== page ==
Whistler Museum is excited to announce the return of Crafts in the Park for the summer of 2023! We will be continuing our collaboration with Whistler Public Library, who will help in both finding and presenting the stories. The craft theme for this year will be “A Journey Through Time” and each craft will highlight parts of Whistler’s natural and human history.
Crafts in the Park will run on Wednesday, from 11am-noon; no registration is required and drop-ins are welcome. The crafts are intended for children ages 6 and under, with an adult present; all craft supplies will be provided.
In addition, as the weeks progress, we will post a recap of the activity and craft from the previous week, alongside some historical context.
Week One: July 5th.
This week was all about dinosaurs! We read some dinosaur stories before proceeding to make fossils and draw what made them. There were lots of creative fossil designs, from leaves, to shells, to dinosaur footprints. Speaking of dinosaurs, here are some of the ones drawn up from the imagination of those who attended.
Week Two: July 12:
The focus for Crafts in the Park this week was on culture and daily life. We specifically focused around fishing, since for the early part of Whistler’s history, the biggest attraction in the region was Rainbow Lodge, which many visitors came to take part in fishing on the shores of Alta Lake. We read some stories about fishing before proceeding to make fish out of felt-cut outs, alongside using paper plates create an ocean or lake-scene for the fish. The highlight of this craft was the magnet fishing poles, which could be used to catch and reel in the fish.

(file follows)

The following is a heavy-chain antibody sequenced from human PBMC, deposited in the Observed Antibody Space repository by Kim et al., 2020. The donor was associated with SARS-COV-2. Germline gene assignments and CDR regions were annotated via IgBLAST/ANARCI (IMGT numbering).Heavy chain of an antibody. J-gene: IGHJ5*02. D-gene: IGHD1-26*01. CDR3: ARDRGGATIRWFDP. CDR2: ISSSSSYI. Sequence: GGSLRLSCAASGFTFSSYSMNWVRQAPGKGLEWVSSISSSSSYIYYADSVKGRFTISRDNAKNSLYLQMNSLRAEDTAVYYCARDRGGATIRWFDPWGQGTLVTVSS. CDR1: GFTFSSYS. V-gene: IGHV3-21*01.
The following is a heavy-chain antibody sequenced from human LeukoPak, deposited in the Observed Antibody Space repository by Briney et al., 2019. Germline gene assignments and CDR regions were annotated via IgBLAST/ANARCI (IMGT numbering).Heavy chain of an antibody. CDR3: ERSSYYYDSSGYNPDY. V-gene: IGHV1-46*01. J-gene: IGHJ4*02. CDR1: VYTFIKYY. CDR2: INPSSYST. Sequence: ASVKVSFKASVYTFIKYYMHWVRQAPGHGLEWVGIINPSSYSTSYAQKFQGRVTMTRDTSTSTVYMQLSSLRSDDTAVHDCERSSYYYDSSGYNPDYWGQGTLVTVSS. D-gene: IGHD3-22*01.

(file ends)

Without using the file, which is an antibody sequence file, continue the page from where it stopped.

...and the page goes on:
Next week, we’ll be moving on to crafts that draw attention to the buildings of Whistler’s past.
Week Three: July 19:
For the third week of Crafts in the park the focus was on buildings, more specifically, buildings that have played an important role in Whistler’s history. In line with our craft last week, the activity for this week was to create fishing lodges out of popsicle sticks.
There lots of creative interpretations and decisions made by those who participated, looking forward to next week were the theme will be focused around transportation in Whistler’s past.
Week Four: July 26
The theme this week was transportation.The stories provided to us from the library were all focused on trans, largely because of important role that trains played to the community of Alta Lake in the early 20th century. Our craft today consisted of creating trains out of paper tubes, attaching the cow-catcher, smoke-stake and wheels to the body after the paint had dried. There were lots of creative interpretations and creations.
While most projects got taken home, there are still a couple that have been left with the museum, if you left yours behind, feel free to drop by later this week to pick them up. Next week we’ll be thinking about inventions that have shaped Whistler’s history.
Week 5: August 2nd:
The theme for this week focused on Inventions, in particular, inventions that have made big changes to Whistler’s history. The kids painted paper plates as a background, often with scenes involving mountains and forest, before adding a gondala (modern or older), or a chairlift to the scene.
Week 6: August 9:
This week was a bit different from the previous weeks. Due to the weather, we held our stories and crafts inside the museum, it was a bit cramped, but everyone who came had a great time. The craft for today was cutting out clip-art of skiers from templates after colouring them, and then adding popsicle sticks to their feet for skis and toothpicks to their hands for ski-poles.
Join us next week for the last day of crafts in the park!
Week 7: August 16:
Due to smoky conditions and the increasingly hot weather, Crafts in the park was held inside the museum for this week. The theme for today was mountains, after reading some mountain themed stories, the craft was creating some mountains.
This was also the last week of Crafts in the Park for the Summer of 2023, come back next year for more crafts in the park!